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Nutrition for Nurses

12.2 Nutrition and Long-Term Cardiovascular Illnesses

Nutrition for Nurses12.2 Nutrition and Long-Term Cardiovascular Illnesses

Learning Outcomes

By the end of this section, you should be able to:

  • 12.2.1 Discuss the impact of nutrition on cardiovascular illness.

Cardiovascular Diseases

The American Heart Association defines cardiovascular disease as any disease of the heart and blood vessels, many of which are related to atherosclerosis (2017). Although some cardiovascular problems are congenital, meaning the client was born with it, most cardiovascular diseases develop over the lifespan. Cardiovascular diseases that develop over the lifespan are often linked with atherosclerosis (National Heart, Lung and Blood Institute, 2022).

Cardiovascular heart disease indicates a decrease in the amount of blood, and therefore oxygen, available to the heart muscle (American Heart Association, 2017). CVD is often the result of narrowed cardiovascular arteries due to the buildup of cholesterol plaque or atherosclerosis. Lipids—LDL, HDL, and triglycerides—are components of cell membranes; they assist with energy movement and storage, production of hormones, and vitamin absorption. However, having too much LDL or triglycerides or too little HDL negatively impacts the body (Cleveland Clinic, 2022b). For this reason, a heart-healthy diet seeks to control high cholesterol (hyperlipidemia) (American Heart Association, 2020).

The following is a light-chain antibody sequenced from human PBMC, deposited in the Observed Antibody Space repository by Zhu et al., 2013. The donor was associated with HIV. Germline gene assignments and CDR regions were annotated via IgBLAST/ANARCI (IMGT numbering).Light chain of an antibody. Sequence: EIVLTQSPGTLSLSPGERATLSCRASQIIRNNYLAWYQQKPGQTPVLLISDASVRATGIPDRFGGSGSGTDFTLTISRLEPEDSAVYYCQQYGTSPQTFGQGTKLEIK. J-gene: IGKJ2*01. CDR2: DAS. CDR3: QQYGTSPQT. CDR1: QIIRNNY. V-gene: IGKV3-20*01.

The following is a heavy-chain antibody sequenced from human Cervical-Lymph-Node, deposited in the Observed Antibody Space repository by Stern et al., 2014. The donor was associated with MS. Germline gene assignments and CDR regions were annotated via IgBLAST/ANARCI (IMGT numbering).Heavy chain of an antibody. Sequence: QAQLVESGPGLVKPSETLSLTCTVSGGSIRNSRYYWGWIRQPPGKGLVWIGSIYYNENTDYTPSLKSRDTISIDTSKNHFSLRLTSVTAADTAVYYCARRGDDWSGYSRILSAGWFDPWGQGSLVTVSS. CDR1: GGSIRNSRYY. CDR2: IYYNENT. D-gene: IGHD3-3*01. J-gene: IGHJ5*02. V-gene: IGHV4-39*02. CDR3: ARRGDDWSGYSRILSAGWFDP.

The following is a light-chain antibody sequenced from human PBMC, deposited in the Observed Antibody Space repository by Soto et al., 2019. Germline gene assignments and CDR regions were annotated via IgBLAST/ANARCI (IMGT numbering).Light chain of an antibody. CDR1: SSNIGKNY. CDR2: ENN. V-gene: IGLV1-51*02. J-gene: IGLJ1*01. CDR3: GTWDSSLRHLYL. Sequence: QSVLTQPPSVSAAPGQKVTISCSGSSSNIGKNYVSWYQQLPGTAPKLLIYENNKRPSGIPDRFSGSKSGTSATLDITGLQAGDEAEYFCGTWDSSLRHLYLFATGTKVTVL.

When clients have hyperlipidemia, consider what happens in their vascular system over time. As the buildup of cholesterol begins to form plaques, the vascular system becomes constricted or narrowed. This narrowing causes the heart to pump more forcefully to push blood throughout the cardiovascular system, resulting in hypertension and, potentially heart failure, if the cardiac muscle becomes fatigued. Additionally, when the plaque area leading to the cardiovascular arteries supplying blood and oxygen to the heart muscle continues to narrow until it eventually becomes too stenosed for blood to flow through it, a myocardial infarction will occur.

Optimally, individuals will adopt a heart-healthy diet early in life that minimizes hyperlipidemia. This eating style provides the nutrients needed to fuel the body while minimizing foods and food preparation styles that increase cholesterol levels. Heart-healthy diets reduce saturated and trans fat by limiting red meat and whole milk dairy products. Additionally, food is prepared by grilling or baking instead of by frying; healthy oils, such as olive oil, are used, when cooking. Heart-healthy diets focus on fruits, vegetables, poultry, fish—especially fish that contains omega-3 such as salmon (Medical News Today, 2021)—whole grains, and nuts. Sodium intake for clients on a healthy heart diet should be limited to 2300 mg/day (FDA, 2022b; American Heart Association, 2020).

Hypertension